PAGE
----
The Gas Company, Manhattan Company, and New. York Dying and Printing Establishment, are not only

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respectable, but important companies to the city.. The first supplies it with light, and the second with water; each are incorporated; the Gas Company with $100,000. and the Manhattan with a capital of $2,050,000. itc, The New-York Dying and Printing, with a capital of Iso $200,000. This grand establishment is in Williamht, street, where all kinds of dying and printing is done in a superior style. The printing on silks, cotton, and woollen is astonishing, particularly to back woods people ; the brilliancy of tint, and delicacy of shade, is not exseeded by any in Europe. Old faded silks and satins are restored to their original beauty. But I must stop. Markets. The Markets, taking the whole together, would, perhaps, exceed that of Philadelphia in abund ance and variety, but it is greatly behind it in neatness and order; there are no stalls for vegetables; these are found promiscuously scattered about near the market houses. The Fulton Market is said to equal any in the world for abundance, variety, and quality; no article formed by art, or produced by nature, but may be purchased in Fulton Market; and yet it would hardly make one square of Philadelphia market-house. Consequently it is over-crowded.













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Manners and Appearance.-It is difficult for a stranger to decide upon the manners and appearance of any city or town, for this reason, at least one half of the people he meets in the streets and public places, are strangers. These are from the country, from other towns, other states, or as it may happen; this is what makes a city. To build a number of houses and fill them with people and merchandize goes but half way towards forming a city. The system of cities, the motives to their existence, is to furnish the surrounding countries with such articles as they need, receiving their produce in exchance. The advantage which New-York has over almost any other city, attracts a vast number of strangers presenting a multifarious mixture, in which no likeness can be traced. The native citizens of New-York are about the middling size, more stout than those of Philadelphia, differing little in complexion, a slight shade darker; black hair and a full black eye are pé:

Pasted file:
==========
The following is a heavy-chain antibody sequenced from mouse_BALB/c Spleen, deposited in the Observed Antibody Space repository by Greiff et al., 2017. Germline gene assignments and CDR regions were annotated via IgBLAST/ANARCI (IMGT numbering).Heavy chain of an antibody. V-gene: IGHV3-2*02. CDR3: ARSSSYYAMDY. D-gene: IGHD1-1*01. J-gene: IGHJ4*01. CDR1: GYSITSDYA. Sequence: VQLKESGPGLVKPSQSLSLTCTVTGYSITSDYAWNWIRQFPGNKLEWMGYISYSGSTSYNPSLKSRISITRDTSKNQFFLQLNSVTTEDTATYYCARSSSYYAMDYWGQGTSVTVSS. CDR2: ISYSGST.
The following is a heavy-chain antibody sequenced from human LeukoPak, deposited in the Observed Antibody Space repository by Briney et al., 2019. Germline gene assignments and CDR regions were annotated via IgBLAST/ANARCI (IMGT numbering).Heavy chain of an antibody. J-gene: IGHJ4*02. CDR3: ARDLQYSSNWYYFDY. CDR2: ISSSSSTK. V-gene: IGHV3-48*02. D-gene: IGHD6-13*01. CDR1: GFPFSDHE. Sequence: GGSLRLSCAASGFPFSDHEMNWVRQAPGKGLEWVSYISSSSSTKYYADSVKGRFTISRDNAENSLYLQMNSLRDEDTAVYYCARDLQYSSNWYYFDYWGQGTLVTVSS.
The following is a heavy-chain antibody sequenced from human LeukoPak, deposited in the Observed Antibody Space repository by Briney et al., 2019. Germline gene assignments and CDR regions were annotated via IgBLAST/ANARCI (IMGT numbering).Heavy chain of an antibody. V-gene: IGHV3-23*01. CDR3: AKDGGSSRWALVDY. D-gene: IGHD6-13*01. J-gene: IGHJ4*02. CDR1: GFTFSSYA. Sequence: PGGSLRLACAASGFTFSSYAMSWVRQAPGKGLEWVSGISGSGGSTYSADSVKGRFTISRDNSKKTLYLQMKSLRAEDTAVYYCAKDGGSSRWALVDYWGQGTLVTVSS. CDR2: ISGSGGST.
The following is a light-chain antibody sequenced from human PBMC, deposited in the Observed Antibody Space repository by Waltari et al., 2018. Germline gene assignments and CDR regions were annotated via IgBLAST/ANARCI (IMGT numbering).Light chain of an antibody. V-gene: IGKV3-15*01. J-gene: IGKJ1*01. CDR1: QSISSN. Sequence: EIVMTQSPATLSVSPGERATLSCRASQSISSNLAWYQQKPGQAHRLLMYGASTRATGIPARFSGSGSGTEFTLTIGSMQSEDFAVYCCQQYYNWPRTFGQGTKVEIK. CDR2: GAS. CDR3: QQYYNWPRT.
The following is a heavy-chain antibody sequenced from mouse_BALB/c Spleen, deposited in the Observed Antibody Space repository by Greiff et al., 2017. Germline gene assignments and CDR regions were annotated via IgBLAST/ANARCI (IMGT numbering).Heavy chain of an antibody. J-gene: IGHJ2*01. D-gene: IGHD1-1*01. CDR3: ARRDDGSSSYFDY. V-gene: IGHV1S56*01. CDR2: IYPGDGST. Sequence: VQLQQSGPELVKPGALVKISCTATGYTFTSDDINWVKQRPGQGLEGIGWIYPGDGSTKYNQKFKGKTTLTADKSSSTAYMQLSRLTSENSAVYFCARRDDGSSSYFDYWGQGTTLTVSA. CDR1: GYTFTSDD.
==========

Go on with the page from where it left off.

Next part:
euliar characteristics; they lay no claims to taste or refinement; their attention to business, which pours in upon them like a flood, leaves them no time to cultivate the graces. They have, however, a sort of untaught nobility in their countenance, and all their movements. They are mild, courteous, and benevolent; and above all people they have the least pride. That curse of the human family, if it exists at all in New-York, is found amongst the lower order of her citizens; it is banished the houses of the great and the opulent: their manners are truly republican; no eclat, hauteur, or repelling stiffness; much of which exists in Philadelphia, and the boasted hospitality of the more southern towns. These are hospitable, it is true, but the poor man is made to feel the difference between him and his hospitable entertainer. Not so, New-York, as respects that sort of homage exacted from a fellow man; all are upon a level.

Owing no doubt, to the unparalleled increase of commerce, too little attention, indeed, too little time, has been left for improvement in literature. Yet this great peo ple, fertile in resources, decisive in action, liberal and unanimous, can do much in a short time; doubtless a people so renowned for devotion to the public good, will not neglect a matter of so much importance. I perceive there is a great want of grammar schools amongst them. But although New-York is censured for her neg lect of education, yet she is not destitute of genius. Slic can boast of her Clintons, her Livingstons, her Murrays, her Irvings, her Hamiltons, her Pauldings, her Mitchills, her Hosacks, her Coopers, her Sedgwicks, and a long string of poets.

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The ladies of New-York, like the gentlemen, are aflable, modest, and domestic; the better sort are easy in their manners, plain in their equippage and dress, and are seldom seen in the streets. Upon inquiry whether thone ladies who are daily on parade, in Broadway, were of the first distinction, I was told they were not, and that the first ladies, from motives of delicacy, were never seen in the streets on foot, that they always took a carriage Lindley Murray was born on Long Island; so also was Dr. S. E. Mitchell.